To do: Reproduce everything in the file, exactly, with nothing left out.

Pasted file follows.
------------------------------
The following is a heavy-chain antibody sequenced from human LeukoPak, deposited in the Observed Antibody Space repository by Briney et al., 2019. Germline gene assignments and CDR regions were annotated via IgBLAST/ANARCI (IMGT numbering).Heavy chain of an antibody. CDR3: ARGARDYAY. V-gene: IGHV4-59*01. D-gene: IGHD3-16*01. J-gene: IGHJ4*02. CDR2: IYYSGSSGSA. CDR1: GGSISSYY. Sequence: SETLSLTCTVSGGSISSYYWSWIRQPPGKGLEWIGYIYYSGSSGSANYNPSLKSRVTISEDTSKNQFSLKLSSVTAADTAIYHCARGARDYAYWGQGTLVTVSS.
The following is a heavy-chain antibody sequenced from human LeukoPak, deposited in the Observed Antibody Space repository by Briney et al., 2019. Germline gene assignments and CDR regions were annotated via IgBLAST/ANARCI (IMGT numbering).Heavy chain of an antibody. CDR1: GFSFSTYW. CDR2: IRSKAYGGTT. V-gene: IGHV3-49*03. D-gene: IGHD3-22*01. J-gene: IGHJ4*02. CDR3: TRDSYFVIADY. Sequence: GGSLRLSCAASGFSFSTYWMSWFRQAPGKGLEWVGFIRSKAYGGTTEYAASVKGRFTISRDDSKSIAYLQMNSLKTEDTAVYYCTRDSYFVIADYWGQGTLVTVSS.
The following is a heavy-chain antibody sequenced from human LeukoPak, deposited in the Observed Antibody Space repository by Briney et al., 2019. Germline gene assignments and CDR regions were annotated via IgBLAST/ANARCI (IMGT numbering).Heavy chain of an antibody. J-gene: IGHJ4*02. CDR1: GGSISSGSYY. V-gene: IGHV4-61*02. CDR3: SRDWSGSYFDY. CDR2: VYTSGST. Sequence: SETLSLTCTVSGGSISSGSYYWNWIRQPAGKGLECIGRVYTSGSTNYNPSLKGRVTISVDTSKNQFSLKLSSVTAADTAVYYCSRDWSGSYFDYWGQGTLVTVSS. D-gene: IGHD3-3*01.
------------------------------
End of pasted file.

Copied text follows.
The following is a heavy-chain antibody sequenced from human LeukoPak, deposited in the Observed Antibody Space repository by Briney et al., 2019. Germline gene assignments and CDR regions were annotated via IgBLAST/ANARCI (IMGT numbering).Heavy chain of an antibody. CDR3: ARGARDYAY. V-gene: IGHV4-59*01. D-gene: IGHD3-16*01. J-gene: IGHJ4*02. CDR2: IYYSGSSGSA. CDR1: GGSISSYY. Sequence: SETLSLTCTVSGGSISSYYWSWIRQPPGKGLEWIGYIYYSGSSGSANYNPSLKSRVTISEDTSKNQFSLKLSSVTAADTAIYHCARGARDYAYWGQGTLVTVSS.
The following is a heavy-chain antibody sequenced from human LeukoPak, deposited in the Observed Antibody Space repository by Briney et al., 2019. Germline gene assignments and CDR regions were annotated via IgBLAST/ANARCI (IMGT numbering).Heavy chain of an antibody. CDR1: GFSFSTYW. CDR2: IRSKAYGGTT. V-gene: IGHV3-49*03. D-gene: IGHD3-22*01. J-gene: IGHJ4*02. CDR3: TRDSYFVIADY. Sequence: GGSLRLSCAASGFSFSTYWMSWFRQAPGKGLEWVGFIRSKAYGGTTEYAASVKGRFTISRDDSKSIAYLQMNSLKTEDTAVYYCTRDSYFVIADYWGQGTLVTVSS.
The following is a heavy-chain antibody sequenced from human LeukoPak, deposited in the Observed Antibody Space repository by Briney et al., 2019. Germline gene assignments and CDR regions were annotated via IgBLAST/ANARCI (IMGT numbering).Heavy chain of an antibody. J-gene: IGHJ4*02. CDR1: GGSISSGSYY. V-gene: IGHV4-61*02. CDR3: SRDWSGSYFDY. CDR2: VYTSGST. Sequence: SETLSLTCTVSGGSISSGSYYWNWIRQPAGKGLECIGRVYTSGSTNYNPSLKGRVTISVDTSKNQFSLKLSSVTAADTAVYYCSRDWSGSYFDYWGQGTLVTVSS. D-gene: IGHD3-3*01.